How to Prune Bristly Locust


Bristly locust has its name for a reason; this shrub's branches are covered with bristles. Native to the southern U.S., bristly locust has spread over much of the Southeast. While it has beautiful blooms, they are short lived. However, bristly locust is an excellent plant for dry, sandy soil or areas that have suffered from soil erosion. Hardy through zones 5 to 8, this shrub thrives in less than ideal conditions, but you need to prune bristly locust to keep it in check.

Step 1

Prune bristly locust at least once every season. Bristly locust grows rapidly and needs to be kept in check, lest it take over your yard. Pruning bristly locust in the late summer will prevent the branches from bleeding.

Step 2

Remove any dead or damaged branches. Bristly locust's branches are weak and break easily in the wind. Remove any branches that seem at risk for breaking. Remove all branches at the base of the shrub.

Step 3

Remove any suckers growing out of their bounds. Bristly locust sends out many suckers that may overreach their bounds if not controlled. Cut off the suckers at the base of the bristly locust.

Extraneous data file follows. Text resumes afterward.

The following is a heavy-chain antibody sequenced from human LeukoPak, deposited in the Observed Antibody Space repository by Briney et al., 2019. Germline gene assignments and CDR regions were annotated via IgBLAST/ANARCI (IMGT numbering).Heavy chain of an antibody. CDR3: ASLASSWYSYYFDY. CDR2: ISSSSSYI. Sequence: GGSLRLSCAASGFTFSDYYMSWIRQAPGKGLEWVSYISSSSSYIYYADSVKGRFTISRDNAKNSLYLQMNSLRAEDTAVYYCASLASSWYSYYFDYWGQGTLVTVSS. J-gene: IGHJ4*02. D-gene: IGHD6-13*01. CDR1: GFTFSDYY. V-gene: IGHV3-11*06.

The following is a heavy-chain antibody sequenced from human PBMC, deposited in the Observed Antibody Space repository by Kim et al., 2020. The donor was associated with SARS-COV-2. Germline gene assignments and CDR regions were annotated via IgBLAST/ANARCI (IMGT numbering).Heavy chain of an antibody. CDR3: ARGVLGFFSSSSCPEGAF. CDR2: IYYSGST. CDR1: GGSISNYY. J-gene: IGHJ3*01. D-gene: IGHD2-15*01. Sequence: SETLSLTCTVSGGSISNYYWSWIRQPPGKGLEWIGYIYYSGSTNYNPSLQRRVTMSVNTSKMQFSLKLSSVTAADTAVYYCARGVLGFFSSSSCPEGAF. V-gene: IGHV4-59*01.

Step 4

Trim off any dead flowers to prevent them from going to seed. Bristly locust will self seed if the flowers are allowed to turn into seed pods.

Step 5

Remove any seed pods on the bristly locust and on the ground if the flowers have gone to seed. Unless you want bristly locust crowding out other plants, it is best to remove the seed pods before they establish themselves.

Tips and Warnings

  • Bristly locust may become invasive if left to its own devices. Prune regularly to prevent this. Always wear gloves when pruning bristly locust. The bristles can be sharp.

Things You'll Need

  • Pruning shears
  • Gloves


  • Bristly Locust Fact Sheet
  • Bristly Locust
  • NPIN: Robinia hispida L. Bristly locust

Who Can Help

  • Bristly Locust
Keywords: prune bristly locust, bristly locust, pruning bristly locust

About this Author

Hollan Johnson is a freelance writer and contributing editor for many online publications. She has been writing professionally since 2008 and her interests are travel, gardening, sewing and Mac computers. Prior to freelance writing, Johnson taught English in Japan. She has a Bachelor of Arts in linguistics from the University of Las Vegas, Nevada.